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Buy Your New Tractor From Your Local Dealer


Buying a tractor is not the same as buying a car, computer, or other commodity. There are aspects of the tractor industry that make it unique, and first time tractor buyers need to understand these differences to ensure a good buying experience. The Internet is a great tool for finding information about equipment, discussing equipment with others, looking for used equipment, and locating a local dealer. But, when it comes to buying NEW farm equipment, your best bet is to make your purchase from a local dealer.

Many first time buyers assume that buying a tractor is similar to buying a car. People who aren't familiar with farm equipment usually don't realize that it is very important to match the tractor to the attachments that you plan to use, that tractor operation is not standardized between manufacturers, and that tractor dealers are critical for getting your equipment serviced.

A tractor isn't much use without attachments. The attachments accomplish the work, while the tractor provides the power and the transportation. Therefore, the tractor that best suits your needs is the one that works well with the type of attachments that you need. There are a wide variety of attachments, and working with a good dealer is the best way to determine what will work for you. The dealer should ask questions that help you determine things like "Will a rotary cutter work, or do you need a finishing mower? How wide does the mower need to be? Do you need a front loader, a blade, etc.?" If you don't have good answers to these and other questions about your attachment needs, you may find after you made the purchase that the tractor you bought doesn't work with the attachments you want.

After determining the appropriate attachments, you can determine the tractor features. Many options such as transmission, horsepower, and PTO engagement must be considered. For instance, the PTO (Power Take Off) is the mechanism that a tractor uses to apply the power of the tractor's engine to whatever attachments you are using. For example, if you are using a rotary cutter, the cutter blades are hooked up to the PTO shaft of the tractor so the tractor engine can spin the blades. There are several types of PTO engagement mechanisms available. The one that is appropriate for you depends on the attachments, and how you will use them

In addition to matching attachments to the tractor, understanding how the tractor operates is another reason to work with a dealer. When you get into a car, you know that the clutch will be on the left, the brake is in the middle, and the gas is on the right. If it is an automatic, you know the shifter will be in "PRND12" order. With a tractor, however, none of these standards apply. There are many types of transmissions, hydrostatic, constant-mesh, shuttle, GST, and more. Each of these operates differently, and even a particular type of transmission will operate differently between manufacturers. A good dealer will explain how to hook up the attachments, how to engage the PTO, how to shift gears, and other operational issues. Without a good understanding of how to operate your tractor properly, you run the risk of injuring yourself, or the tractor.

The last and possibly the biggest issue is servicing. Farm equipment dealers get paid for warranty work at a fixed rate from the manufacturers. Most dealers will tell you that what they get paid basically covers their costs. They look at warranty work as a fact of doing business, but not profitable. If you bring a tractor that is under warranty to a dealer that you didn't buy it from, he will not be very interested in working on it. Since the dealer doesn't make any money on warranty work, and he didn't make any money from your tractor purchase, he has no reason to work on your tractor. The agreement that the dealer has with the manufacturer may or may not require him to work on it. If it does, he will put it in the back of the line behind all of the people that bought equipment from him. You may eventually get the work done, but it will take quite a while.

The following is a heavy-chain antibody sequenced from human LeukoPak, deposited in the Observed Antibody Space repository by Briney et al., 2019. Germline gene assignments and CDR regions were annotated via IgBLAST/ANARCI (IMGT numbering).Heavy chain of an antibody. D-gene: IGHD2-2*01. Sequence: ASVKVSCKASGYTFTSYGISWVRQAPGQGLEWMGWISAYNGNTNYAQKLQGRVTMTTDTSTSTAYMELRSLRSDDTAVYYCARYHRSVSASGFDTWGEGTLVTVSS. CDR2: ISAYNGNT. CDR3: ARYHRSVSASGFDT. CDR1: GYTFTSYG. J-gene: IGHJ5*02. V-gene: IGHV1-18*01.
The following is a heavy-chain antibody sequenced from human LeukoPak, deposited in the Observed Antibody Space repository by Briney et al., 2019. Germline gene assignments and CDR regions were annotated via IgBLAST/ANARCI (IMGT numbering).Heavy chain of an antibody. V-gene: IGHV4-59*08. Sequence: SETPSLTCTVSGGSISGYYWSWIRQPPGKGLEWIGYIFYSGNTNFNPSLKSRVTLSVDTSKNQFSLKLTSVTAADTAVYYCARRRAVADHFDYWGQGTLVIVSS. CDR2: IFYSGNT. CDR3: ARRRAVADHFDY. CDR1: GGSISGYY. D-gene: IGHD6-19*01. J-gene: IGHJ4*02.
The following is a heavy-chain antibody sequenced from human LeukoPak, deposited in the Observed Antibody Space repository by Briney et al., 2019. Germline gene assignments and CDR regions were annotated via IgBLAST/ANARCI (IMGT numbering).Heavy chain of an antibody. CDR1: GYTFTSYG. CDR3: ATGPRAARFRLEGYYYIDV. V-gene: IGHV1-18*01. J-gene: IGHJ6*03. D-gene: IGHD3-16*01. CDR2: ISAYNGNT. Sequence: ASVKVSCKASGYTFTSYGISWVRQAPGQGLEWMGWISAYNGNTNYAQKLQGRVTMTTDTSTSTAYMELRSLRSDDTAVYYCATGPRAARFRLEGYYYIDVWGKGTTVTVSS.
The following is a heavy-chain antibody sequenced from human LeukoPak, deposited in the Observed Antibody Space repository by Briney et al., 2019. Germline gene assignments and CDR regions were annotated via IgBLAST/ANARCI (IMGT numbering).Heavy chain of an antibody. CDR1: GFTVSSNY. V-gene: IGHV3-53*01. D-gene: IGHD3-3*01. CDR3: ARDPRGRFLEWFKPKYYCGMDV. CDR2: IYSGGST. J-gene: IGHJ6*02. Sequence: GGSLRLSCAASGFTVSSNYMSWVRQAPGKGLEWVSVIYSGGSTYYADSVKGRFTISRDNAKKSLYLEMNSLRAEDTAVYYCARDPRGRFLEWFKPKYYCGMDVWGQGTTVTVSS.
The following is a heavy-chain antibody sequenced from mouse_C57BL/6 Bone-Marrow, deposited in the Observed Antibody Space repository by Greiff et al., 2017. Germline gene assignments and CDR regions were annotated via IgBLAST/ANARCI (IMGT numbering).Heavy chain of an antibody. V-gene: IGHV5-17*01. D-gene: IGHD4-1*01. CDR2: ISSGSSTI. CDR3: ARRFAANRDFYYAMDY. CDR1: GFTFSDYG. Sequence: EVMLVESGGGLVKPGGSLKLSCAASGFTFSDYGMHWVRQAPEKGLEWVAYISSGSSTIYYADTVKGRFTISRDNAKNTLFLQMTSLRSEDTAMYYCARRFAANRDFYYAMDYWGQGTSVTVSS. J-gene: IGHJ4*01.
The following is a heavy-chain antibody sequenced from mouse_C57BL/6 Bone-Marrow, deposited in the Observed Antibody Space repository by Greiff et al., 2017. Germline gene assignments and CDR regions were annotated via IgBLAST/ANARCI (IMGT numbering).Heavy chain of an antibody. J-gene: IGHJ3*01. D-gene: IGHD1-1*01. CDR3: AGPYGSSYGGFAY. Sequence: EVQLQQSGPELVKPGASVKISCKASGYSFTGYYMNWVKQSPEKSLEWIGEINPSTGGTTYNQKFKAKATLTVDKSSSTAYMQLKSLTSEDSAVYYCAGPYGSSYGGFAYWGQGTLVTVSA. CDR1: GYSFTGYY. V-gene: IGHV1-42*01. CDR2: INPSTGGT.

In the case of a manufacturer's recall, it may be even harder than warranty work to get it done by a dealer that you didn't buy the equipment from. The dealer probably only got enough parts from the manufacturer to do the recall work on the equipment that was bought from him. So, he may not have enough parts to do the recall work on your equipment. He will most likely wait until all of his local customers are done before agreeing to work on your equipment. He doesn't want to risk running out of parts for his customers, or tie up money by ordering parts that he may not need.

Another advantage to buying from your local dealer is that they usually have the ability to deliver or pick-up your equipment. Unlike a car, you can't just drive your tractor to your dealer for service. Many local dealers will pick-up and deliver equipment if you purchased a new tractor from them. This can be a valuable service for a homeowner who doesn't have a trailer or truck big enough to haul their own equipment.

When you look at the extra value that your local dealer provides, saving a few hundred dollars by buying a tractor from out of state is not worth it. A local dealer can make sure you buy the right equipment, show you how to operate it, and keep it maintained for many years.

Buying NEW equipment out of state is different than buying USED equipment. Used equipment is probably already out of warranty, and your local dealer won't have a problem working on it for you. However, the comments about choosing the right tractor still apply. If you are familiar with tractors, and get an operators manual with the purchase, you should be fine. If you are a novice, you should still work with your local dealer to buy used equipment.

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